Fourth Thursday in History: Exploring the Nonesuch Copper Mine
Contact: Kathleen Harter, (906) 337-1104
Contact: Bob Wild, (906) 885-5275
Described as "the Sphinx of the copper district," the Nonesuch lode challenged miners and metallurgists alike. As rich as the lode was, no one was ever quite able to solve the mystery of how to mine it successfully. Join park interpreter Bob Wild at Porcupine Mountains Wilderness State Park to learn more about this remote mining operation.
This special, two-part event takes place on Thursday, September 25, 2008 in the park, located 15 miles west of Ontonagon, Michigan. The evening will start at 5:00 p.m. with a tour of the mine site. Wild will guide visitors on a mile-long hike to the Nonesuch's town site, mill, and other remnants of the mining operation. Meet at the Nonesuch corner trailhead on South Boundary Road, four miles south of the M-107 intersection; plan to spend about an hour and a half on the tour, and remember to wear appropriate footwear. The second part of the evening will begin at 7:00 p.m. at the park's visitor center. Wild will present a history of the Nonesuch mine and the community that developed around it. Please feel free to attend either – or both – parts of the evening.
Fourth Thursday in History is a series of public presentations on a variety of aspects of Copper Country and regional history. Presentations are scheduled in venues throughout the Keweenaw Peninsula, often at historic sites associated with specific topics. They are free and open to the public. Additional support for this event is being provided by Porcupine Mountains Wilderness State Park.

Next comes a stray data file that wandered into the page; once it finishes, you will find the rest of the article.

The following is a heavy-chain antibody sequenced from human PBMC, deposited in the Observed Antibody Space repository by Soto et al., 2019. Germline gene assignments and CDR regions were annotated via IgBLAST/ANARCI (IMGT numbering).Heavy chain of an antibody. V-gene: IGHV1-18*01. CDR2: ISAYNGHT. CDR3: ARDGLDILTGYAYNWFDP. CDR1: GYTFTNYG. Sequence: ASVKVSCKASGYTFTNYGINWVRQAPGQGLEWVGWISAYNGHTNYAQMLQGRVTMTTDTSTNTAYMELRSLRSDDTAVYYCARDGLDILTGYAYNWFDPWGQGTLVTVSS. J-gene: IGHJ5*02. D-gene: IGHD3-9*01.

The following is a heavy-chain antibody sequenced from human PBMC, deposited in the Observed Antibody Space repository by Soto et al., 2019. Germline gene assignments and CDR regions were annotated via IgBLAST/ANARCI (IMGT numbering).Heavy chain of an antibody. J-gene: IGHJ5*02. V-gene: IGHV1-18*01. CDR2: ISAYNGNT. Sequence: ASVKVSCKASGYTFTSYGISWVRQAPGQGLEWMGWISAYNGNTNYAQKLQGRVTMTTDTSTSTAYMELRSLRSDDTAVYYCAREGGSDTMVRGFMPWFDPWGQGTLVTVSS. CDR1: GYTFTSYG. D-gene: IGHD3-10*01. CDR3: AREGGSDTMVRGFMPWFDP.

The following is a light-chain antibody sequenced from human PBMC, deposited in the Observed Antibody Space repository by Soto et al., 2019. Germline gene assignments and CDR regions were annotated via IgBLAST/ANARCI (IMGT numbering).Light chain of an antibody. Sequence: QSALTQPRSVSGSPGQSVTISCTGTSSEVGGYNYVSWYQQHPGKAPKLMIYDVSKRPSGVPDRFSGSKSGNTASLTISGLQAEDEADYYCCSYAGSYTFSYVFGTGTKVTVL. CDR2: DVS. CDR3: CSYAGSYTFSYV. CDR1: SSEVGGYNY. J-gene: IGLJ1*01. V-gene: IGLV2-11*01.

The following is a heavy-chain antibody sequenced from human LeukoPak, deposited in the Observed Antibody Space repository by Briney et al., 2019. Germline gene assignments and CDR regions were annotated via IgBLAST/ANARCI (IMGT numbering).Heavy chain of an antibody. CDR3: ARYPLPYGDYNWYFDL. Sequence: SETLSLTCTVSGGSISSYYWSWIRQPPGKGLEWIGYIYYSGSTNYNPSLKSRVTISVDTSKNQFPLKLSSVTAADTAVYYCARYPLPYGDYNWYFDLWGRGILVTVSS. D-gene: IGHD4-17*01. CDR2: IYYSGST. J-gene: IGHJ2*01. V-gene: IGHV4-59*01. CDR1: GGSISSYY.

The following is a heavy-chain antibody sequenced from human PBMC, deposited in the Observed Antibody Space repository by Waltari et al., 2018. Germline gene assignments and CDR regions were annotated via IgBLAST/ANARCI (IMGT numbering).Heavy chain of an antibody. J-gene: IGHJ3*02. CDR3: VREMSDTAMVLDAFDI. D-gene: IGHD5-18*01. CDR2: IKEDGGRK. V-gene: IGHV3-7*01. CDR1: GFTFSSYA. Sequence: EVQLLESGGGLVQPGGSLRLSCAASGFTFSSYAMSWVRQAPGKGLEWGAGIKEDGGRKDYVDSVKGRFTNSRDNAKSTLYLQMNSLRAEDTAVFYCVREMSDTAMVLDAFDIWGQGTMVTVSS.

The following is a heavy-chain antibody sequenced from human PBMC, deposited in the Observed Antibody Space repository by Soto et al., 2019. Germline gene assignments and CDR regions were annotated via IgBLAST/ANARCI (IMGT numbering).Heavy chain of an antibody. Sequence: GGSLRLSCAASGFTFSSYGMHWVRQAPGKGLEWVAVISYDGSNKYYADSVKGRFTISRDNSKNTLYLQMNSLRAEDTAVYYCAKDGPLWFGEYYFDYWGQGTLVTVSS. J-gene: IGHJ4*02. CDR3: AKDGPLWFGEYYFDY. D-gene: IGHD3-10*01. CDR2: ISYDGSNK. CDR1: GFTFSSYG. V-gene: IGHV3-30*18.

For more information, including specific directions to the event, please call either Keweenaw National Historical Park at (906) 337-3168, or Porcupine Mountains Wilderness State Park at (906) 885-5275.
Announcement of Future Fourth Thursday in History Events:
From One Office to Another
There are no Fourth Thursday in History programs in November and December. Happy Holidays! See you in 2009!
For more information on Fourth Thursday in History programs and other upcoming events, contact Keweenaw National Historical Park at (906) 337-3168.
Did You Know?
During the ice ages, glaciers ripped chunks of copper away from exposed rock outcrops and then carried the copper sometimes long distances before depositing them. These loose pieces are referred to as float copper.